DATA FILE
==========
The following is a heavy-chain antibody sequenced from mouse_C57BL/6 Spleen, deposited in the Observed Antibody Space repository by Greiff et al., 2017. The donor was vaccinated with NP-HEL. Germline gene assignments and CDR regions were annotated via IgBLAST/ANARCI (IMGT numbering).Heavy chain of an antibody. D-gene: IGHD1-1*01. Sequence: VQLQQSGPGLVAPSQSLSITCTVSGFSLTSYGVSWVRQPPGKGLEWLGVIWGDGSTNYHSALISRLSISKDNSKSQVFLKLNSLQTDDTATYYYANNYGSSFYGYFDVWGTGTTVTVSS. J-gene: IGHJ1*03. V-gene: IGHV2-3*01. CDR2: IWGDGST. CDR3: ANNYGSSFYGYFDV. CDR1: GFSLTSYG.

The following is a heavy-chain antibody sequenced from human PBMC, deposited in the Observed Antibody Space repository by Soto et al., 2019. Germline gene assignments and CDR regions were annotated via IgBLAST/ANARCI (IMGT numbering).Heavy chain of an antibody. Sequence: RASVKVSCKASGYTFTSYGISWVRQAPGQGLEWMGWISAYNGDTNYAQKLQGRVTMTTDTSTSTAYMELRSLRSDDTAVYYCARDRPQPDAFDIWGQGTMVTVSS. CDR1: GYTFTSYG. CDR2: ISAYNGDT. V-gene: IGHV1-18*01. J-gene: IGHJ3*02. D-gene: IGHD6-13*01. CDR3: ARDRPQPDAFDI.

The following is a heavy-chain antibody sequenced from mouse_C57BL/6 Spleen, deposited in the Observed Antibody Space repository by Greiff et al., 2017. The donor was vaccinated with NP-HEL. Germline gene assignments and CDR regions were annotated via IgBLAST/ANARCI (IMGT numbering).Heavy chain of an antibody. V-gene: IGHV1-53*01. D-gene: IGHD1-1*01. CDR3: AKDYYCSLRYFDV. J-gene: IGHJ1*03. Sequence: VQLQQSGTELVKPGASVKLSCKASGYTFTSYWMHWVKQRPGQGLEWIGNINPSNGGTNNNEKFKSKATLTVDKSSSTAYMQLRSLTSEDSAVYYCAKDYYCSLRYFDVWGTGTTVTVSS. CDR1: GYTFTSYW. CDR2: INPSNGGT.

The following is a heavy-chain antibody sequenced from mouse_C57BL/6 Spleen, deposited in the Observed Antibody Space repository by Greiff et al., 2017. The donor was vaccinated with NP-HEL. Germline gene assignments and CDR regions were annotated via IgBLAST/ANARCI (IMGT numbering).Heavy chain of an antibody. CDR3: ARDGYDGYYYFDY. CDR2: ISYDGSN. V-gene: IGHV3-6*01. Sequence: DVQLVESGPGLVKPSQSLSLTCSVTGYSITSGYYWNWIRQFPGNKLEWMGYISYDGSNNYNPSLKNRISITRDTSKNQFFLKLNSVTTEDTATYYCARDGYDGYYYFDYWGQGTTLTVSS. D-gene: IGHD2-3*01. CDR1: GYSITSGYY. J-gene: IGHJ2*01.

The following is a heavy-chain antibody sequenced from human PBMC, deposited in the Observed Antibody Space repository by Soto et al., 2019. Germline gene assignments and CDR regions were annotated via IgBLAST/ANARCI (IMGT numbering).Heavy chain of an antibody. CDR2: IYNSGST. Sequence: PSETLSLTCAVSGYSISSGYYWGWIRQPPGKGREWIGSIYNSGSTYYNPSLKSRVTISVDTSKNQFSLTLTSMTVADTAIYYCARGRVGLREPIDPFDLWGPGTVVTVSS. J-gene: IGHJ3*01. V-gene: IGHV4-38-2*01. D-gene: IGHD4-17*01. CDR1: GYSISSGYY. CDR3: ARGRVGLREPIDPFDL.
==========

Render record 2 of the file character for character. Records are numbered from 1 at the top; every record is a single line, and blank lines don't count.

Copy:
The following is a heavy-chain antibody sequenced from human PBMC, deposited in the Observed Antibody Space repository by Soto et al., 2019. Germline gene assignments and CDR regions were annotated via IgBLAST/ANARCI (IMGT numbering).Heavy chain of an antibody. Sequence: RASVKVSCKASGYTFTSYGISWVRQAPGQGLEWMGWISAYNGDTNYAQKLQGRVTMTTDTSTSTAYMELRSLRSDDTAVYYCARDRPQPDAFDIWGQGTMVTVSS. CDR1: GYTFTSYG. CDR2: ISAYNGDT. V-gene: IGHV1-18*01. J-gene: IGHJ3*02. D-gene: IGHD6-13*01. CDR3: ARDRPQPDAFDI.